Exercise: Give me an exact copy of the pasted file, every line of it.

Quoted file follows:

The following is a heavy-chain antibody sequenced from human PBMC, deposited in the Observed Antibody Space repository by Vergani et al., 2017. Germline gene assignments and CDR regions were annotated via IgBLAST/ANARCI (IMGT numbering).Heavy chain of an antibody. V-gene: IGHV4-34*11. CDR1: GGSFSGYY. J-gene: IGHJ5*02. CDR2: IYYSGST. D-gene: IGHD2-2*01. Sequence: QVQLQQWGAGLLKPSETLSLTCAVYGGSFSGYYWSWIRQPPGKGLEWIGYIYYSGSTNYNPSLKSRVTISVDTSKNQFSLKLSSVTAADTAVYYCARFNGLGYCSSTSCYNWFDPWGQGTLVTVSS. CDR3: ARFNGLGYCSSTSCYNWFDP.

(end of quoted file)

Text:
The following is a heavy-chain antibody sequenced from human PBMC, deposited in the Observed Antibody Space repository by Vergani et al., 2017. Germline gene assignments and CDR regions were annotated via IgBLAST/ANARCI (IMGT numbering).Heavy chain of an antibody. V-gene: IGHV4-34*11. CDR1: GGSFSGYY. J-gene: IGHJ5*02. CDR2: IYYSGST. D-gene: IGHD2-2*01. Sequence: QVQLQQWGAGLLKPSETLSLTCAVYGGSFSGYYWSWIRQPPGKGLEWIGYIYYSGSTNYNPSLKSRVTISVDTSKNQFSLKLSSVTAADTAVYYCARFNGLGYCSSTSCYNWFDPWGQGTLVTVSS. CDR3: ARFNGLGYCSSTSCYNWFDP.